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Explain the work & training of barristers & solicitors

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Introduction

Law Essay A) Explain the work & training of barristers & solicitors? In the Western world, where the majority of employment occurs in the service sector, rather than the primary sector as it does in the developing world, there are certain jobs that carry a very high status. Careers such as doctor, accountant and lawyer are to name but a few of these high status jobs and it is lawyers that I am going to be focussing on in this essay. In England, since the 15th century lawyers have been split up into two professions, barristers & solicitors. Solicitors have traditionally been the people who research cases and barristers have traditionally had rights of audiences in court. There are 60,000 solicitors in the U.K. and 6,000 barristers of which 4,000 are currently working in London. Solicitors have traditionally run the business side of the law profession running offices. Solicitors duties can include interviewing witnesses and issuing writs, conveyancing, divorce proceedings, drawing up wills and last testaments, advocates in magistrates courts, commercial contracts, tax, immigration and employment issues. Solicitors may handle a cross-section of work however; there is a trend especially in London, for solicitors to specialise in one type of work. There has also been a recent tendency, for solicitors to form large partnerships, with as much as 100 partners however, they may not form companies. ...read more.

Middle

Finance is also a major obstacle for a working class person with ambitions to become a lawyer and this is obviously a major factor in the majority of lawyers coming through being middle class. Also, the legal profession is changing drastically with the Courts & Legal Services Act 1990, giving solicitors with the qualifications, the rights of audience in the higher of courts, and that is going to be the topic of debate in my next essay. B) Discuss whether there should be a single legal profession? After the passing of the Courts and Legal Services Act 1990, the legal profession and the role of lawyers and solicitors has been heavily scrutinised. This is due to the fact that many believe that, there is no longer a need for two separate arms of the legal professions as solicitors now have the rights of audience, therefore eradicating, the need for barristers as solicitors are able to carry out barristers duties and therefore, moving towards a unified legal system as they have in many other countries such as America. In this essay, I will be discussing the main advantages and disadvantages of the merging of the two professions and, will be concluding with my own opinion. The last 13 years, have seen a major move towards the merging of the two legal professions. ...read more.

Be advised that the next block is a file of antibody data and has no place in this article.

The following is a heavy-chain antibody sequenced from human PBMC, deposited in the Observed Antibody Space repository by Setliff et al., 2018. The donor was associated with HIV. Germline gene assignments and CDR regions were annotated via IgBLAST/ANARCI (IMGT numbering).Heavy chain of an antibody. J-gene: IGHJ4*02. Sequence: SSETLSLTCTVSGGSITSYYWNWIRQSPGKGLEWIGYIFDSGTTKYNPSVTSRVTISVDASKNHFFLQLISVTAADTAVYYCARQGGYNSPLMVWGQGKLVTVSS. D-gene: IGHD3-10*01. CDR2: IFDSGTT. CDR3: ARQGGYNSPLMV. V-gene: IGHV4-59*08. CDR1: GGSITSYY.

Conclusion

However, before this does eventually happen, I believe a lot of factors will have to be taken into consideration. I think clients, should not no whether their lawyer was a former practising barrister or solicitor. I think they are going to have to input mechanisms into the legal system to ensure working-class people who cannot afford fees should be heavily subsidised and, that there are also many 'new' jobs created within the legal profession where people, who may not have degrees, are bought into help out with the administration and presentation of cases and eventually through gaining insight and experience in the legal profession as a whole are given honorary degrees to practice law after say fifteen years service. However, even if the, two professions don't merge I still think there has to be structural changes to even out the legal profession. As it seems strange that 2500 more people have joined the bar even though solicitors have basically the capabilities to do the same job as barristers. I think judges should have to respect solicitors who have gained rights of audience; I think the tests for solicitors to be given rights of audience should be made easier and that solicitor's salary be raised in line with barristers to entice people to become solicitors. By Daniel McIntosh ...read more.

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